Situated on a serious 100-foot-high bluff overlooking sparkling Puget Sound, and sited amid Zen gardens and a languid pond on a gated 12-acre estate, the one-bedroom Japanese Sukiya Guesthouse was designed with Cardwell Architects “primarily as an entertaining space,” says the owner, who lived in Japan for 15 months in the 1980s. “We have dinners here once or twice a year, for 16 or 20 people.”

The owner initially connected with Makoto through one of his apprentices, who had installed a Japanese soaking tub in the main home. Discussing the potential of a guesthouse, the apprentice said, “ ‘That’s above my level; you need Makoto,’ ” says the owner. “This is all Makoto.”

Typical of Makoto’s work, the materials are natural: clay tile, concrete foundation, Japanese clay plaster walls. And the wood, of course, is perfection: Alaskan yellow cedar posts, Western red cedar beams, entry stairs with bamboo insets — with all wooden joints shaped by hand, by Makoto.

He also built the bamboo fencing and garden structures (Marshall Tyler Rausch Landscape Architects of Pittsburgh, now Pashek+MTR, handled the landscaping). “His design eye is just incredible,” the owner says. “There’s a crooked bridge so bad spirits can’t follow you, and the hillside pagoda had been crowded, so we took out the pine. Makoto said, ‘It’s not happy there.’ ”

Design, wood and skill joyfully blend in the guesthouse, where traditional Japanese elements (tatami mat flooring, an art niche, sliding shoji screens, post-and-beam construction) accommodate some modern design adjustments.

There’s a coat closet, for one thing, and a water heater in the basement, with radiant heat through the floors. The bathtub is Westernized, too, the owner says, as is the kitchen. “A Japanese house would have a kitchen half this big, and that would be considered a large kitchen. And in a traditional Japanese country house, no one would have any heat other than open fires.”


And then there’s the soaring central room — a veranda with mesmerizing views wraps three sides — the true hub, and purpose, of the guesthouse.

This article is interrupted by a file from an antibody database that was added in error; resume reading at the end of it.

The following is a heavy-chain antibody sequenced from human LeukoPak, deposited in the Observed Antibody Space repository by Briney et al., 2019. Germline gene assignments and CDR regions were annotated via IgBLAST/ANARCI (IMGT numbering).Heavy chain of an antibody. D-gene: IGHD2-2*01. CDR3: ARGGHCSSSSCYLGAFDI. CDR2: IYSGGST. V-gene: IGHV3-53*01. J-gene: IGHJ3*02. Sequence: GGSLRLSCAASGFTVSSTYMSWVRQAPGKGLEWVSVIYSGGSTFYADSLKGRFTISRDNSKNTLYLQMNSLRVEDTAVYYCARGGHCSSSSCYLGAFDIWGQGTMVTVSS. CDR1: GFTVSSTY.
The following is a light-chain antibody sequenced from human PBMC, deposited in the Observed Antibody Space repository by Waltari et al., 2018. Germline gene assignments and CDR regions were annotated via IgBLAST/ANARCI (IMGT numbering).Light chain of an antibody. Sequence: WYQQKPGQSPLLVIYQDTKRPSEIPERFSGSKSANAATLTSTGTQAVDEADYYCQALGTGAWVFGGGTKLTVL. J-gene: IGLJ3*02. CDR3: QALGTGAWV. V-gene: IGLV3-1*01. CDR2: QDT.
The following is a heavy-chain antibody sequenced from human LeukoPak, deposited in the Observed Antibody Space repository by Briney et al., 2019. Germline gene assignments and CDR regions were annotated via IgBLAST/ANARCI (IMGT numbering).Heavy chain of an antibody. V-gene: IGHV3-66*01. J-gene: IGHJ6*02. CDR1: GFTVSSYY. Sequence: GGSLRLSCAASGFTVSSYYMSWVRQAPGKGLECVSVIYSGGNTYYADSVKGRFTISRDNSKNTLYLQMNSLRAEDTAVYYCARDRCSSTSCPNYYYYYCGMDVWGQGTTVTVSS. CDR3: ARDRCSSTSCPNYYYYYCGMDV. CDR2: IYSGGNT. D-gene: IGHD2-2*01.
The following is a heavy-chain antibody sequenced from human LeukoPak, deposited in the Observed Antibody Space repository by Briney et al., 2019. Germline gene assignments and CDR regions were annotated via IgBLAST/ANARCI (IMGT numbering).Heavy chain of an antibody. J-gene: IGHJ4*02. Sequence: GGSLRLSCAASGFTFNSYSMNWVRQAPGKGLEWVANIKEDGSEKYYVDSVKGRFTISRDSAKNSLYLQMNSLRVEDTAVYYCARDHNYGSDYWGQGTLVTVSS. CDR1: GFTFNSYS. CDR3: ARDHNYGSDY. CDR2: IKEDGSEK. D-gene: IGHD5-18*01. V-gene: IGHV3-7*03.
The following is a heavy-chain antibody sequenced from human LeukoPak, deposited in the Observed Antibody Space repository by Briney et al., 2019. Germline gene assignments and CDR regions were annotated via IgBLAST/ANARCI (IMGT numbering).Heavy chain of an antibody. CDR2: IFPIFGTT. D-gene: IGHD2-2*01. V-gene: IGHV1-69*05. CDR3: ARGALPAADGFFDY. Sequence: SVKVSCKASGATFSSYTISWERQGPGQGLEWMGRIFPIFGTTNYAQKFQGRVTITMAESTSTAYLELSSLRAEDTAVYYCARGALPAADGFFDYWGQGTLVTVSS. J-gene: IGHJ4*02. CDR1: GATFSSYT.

“Residential construction in Japan is done around tatami mats,” says the owner. “They’re a standard size: a six-tatami mat room, or eight [like the bedroom here]. The tatami mat dictates everything. We have 15 tatami mats in the living room. Would there ever be a house in Japan built like this that a family would live in? No. The living room is three times larger than a house in Japan would have. How many people build a one-bedroom house with an enormous living room? Nobody.”

But here, for special dinners prepared by noted restaurant chefs, it is ideal. Turns out the guests are notable, too.

“We’ve had the Japanese consul here,” the owner says. “Ichiro was here. Makoto sat next to Ichiro.”

LIKE ICHIRO, MAKOTO was born in Japan. Unlike Ichiro, Makoto is nowhere near retired — and he is 72.

Makoto grew up in the town of Hida Takayama, the youngest of nine children, and lived in a farmhouse his family has owned for 250 years. When he was 15, he started an apprenticeship (while studying at night school) and then sharpened his skills by repairing temples in Kyoto.


In Japan, says Makoto and Shoko’s daughter, Mai Imai Berman, “Makoto’s profession is referred to as shokunin” (craftsman or artisan) — but it wasn’t until he came to Berkeley in the 1970s and taught traditional Japanese woodworking (with very limited English) to Western carpenters that he “started to receive a massive cult following of Americans wanting to see a glimpse of my dad demonstrating construction without using machinery.”

Makoto remembers: “That time I came, and wow — in Japan, there aren’t that many people doing this. That was a hippie time [in California]: Many people were interested in Japanese architecture and construction. For them, simple post and beam and simple beauty were a nice feeling.”

He built a lot of homes — and quite the reputation — in the Bay Area, Mai says, continuing to teach and demonstrate woodworking in California and on the East Coast. After two years back in Japan awaiting a permanent visa (he built a Japanese shrine for his parents during that time), Makoto returned to California, lived for 10 years in Weaverville and moved his way up the West Coast.

He says he came to Seabeck 25 years ago for the weather — but, of course, it really was for the wood.

“Oregon and Washington were a great lumber source,” he says. “Somehow, my personality wanted to keep shifting north. California was too dry for the tools and wood — many cracks. I needed to have moisture.”

Mai says not everyone understands why an acclaimed master craftsman would settle in such a secluded little burg. But she gets it. “That is sort of the fascinating part to me,” she says. “He has the privacy and space to store and age the wood, no complaints about workshop sounds, and is living a very authentic Japanese lifestyle in the middle of Seabeck. He’s not in touch with internet/social media and quietly keeps to himself.”